C. Sasanqua with petal blight. Photo credit: UC MMG Instagram
Camellias infected with Ciborinia camelliae develop dark, hard, irregularly-shaped black nesting structures called sclerotia within the base of the decaying petals. These survive after the flower dies and remain dormant in the soil during the winter. The sclerotia germinate as the plant comes into flower the following year. They produce small, brown cup-shaped reproductive structures called apothecia which sometimes can be found on the soil surface below an affected plant. These apothecia release huge numbers of spores, some of which are carried upwards in air currents to the flowers of the plant. Spores have been known to lie dormant in the soil for several years and travel on the wind up to 12 miles. To infect the flower, the petals need to be wet, so infections are more common in mild (59oto 70oF), wet weather.
Azaleas and rhododendrons are another plant species that are highly susceptible to another fungal flower blight called Ovulinia petal blight. Ovulina azaleae infects flowers of both native and introduced azaleas and rhododendron as well as mountain laurel, especially where there are heavy morning fogs. The fungi cause disease which results in the premature death of blossoms. Drooping, wet flower petals remain attached or tumble onto nearby leaves.
The Ovulinia fungi infect wet blossoms when temperatures are mild, 50o to 70oF. Similar to the camellia petal blight, this fungus infects only the petals of blossoms, causing white to brownish spots that can enlarge rapidly. This fungus produces sclerotia, that are black, flattened, irregularly-shaped and approximately one-eighth inch to two-fifths inch long. As with camellias, the resultant apothecia forcibly discharge large numbers of spores that are carried by the wind onto emerging blooms where they germinate. The spores are also spread by insects, especially bumble bees. This makes it possible for the fungus to spread between many blossoms within several days of an initial infection.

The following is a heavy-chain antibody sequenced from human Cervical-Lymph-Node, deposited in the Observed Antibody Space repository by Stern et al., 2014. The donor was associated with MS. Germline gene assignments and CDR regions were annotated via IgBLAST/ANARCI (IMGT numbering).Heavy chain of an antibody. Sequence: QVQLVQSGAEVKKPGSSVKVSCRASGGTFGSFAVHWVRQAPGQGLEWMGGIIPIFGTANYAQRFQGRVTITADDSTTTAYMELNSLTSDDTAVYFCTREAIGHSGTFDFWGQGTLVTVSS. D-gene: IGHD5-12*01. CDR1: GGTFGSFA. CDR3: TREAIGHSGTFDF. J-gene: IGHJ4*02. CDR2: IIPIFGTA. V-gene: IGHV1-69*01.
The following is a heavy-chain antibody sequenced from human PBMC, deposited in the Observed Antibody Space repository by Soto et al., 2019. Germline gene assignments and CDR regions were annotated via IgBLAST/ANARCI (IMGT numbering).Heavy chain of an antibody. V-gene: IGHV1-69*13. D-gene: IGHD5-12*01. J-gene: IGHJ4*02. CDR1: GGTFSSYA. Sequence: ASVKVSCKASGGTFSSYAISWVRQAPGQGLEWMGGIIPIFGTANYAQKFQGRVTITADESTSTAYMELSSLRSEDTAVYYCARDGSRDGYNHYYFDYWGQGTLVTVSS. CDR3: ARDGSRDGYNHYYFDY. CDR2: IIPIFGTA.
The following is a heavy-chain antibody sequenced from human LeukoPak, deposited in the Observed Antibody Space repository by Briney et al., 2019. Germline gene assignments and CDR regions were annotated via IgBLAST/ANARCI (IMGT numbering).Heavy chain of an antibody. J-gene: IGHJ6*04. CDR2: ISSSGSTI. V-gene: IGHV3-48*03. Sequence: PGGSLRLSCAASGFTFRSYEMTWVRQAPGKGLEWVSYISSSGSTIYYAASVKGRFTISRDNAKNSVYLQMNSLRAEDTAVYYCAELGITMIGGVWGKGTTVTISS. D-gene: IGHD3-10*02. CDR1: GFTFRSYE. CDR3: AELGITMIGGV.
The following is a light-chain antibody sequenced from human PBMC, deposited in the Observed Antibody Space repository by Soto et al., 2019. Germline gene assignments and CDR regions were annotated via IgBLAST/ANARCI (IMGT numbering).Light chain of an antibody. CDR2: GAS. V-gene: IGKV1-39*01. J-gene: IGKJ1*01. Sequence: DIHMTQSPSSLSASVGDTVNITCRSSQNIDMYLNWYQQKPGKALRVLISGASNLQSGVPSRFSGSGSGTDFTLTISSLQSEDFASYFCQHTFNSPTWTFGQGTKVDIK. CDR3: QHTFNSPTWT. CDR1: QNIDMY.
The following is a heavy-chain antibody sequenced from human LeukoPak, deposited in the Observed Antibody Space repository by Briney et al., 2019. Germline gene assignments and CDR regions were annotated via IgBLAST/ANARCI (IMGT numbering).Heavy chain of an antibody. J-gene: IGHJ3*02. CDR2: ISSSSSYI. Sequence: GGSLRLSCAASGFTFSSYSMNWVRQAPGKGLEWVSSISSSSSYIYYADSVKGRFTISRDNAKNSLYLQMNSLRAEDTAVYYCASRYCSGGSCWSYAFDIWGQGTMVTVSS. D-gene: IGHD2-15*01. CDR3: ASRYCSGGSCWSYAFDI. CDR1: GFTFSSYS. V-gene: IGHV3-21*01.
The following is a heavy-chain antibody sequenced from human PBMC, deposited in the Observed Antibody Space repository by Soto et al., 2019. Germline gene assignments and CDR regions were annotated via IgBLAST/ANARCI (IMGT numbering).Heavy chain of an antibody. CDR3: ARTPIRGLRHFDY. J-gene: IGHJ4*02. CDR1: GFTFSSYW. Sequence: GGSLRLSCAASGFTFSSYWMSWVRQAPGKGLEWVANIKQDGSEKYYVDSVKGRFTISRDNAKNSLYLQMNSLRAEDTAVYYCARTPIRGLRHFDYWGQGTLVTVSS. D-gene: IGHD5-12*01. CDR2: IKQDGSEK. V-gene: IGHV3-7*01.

Using sanitary practices in the garden is the best way to control this disease. Remove and dispose of fallen, old, and infected flowers. Do not add camellia, azalea or rhododendron petals or leaves to composting piles or mulch as it’s almost impossible to heat the compost pile to 140oF, the temperature required to kill the petal blight fungi. Remove the top layer of potting soil when new azalea, camellia or rhododendron are purchased and replace it with pathogen-free soil. Plant in a well-ventilated location. Avoid overhead irrigation. Use drip or micro-sprinkler irrigation instead.
If cultural methods fail to provide adequate control, consider applying an appropriate fungicide such as chlorothalonil, thiphanate methyl, or triforine one month prior to bud break or before any rainy weather to help reduce the chance of infection. Reapplication may be warranted every 10-14 days while foggy or rainy conditions continue. If petal blight is persistent, gradually replace susceptible plants with resistant plants. Best results ensue when good sanitation and cultural practices are followed.
The best prevention for any fungi or pest infestation is a healthy plant. For the best performance, plant camellia, azalea or rhododendron plants properly to maintain good health. Space plants well and prune them to provide good air circulation.
Each year after blossoms are spent, apply a fresh layer of uncontaminated organic mulch between host plants. Maintain a four-inch mulch layer to help suppress Ovulinia and Ciboroinia camelliae petal blights in the soil. Keep mulch several inches away from the trunks of the plants.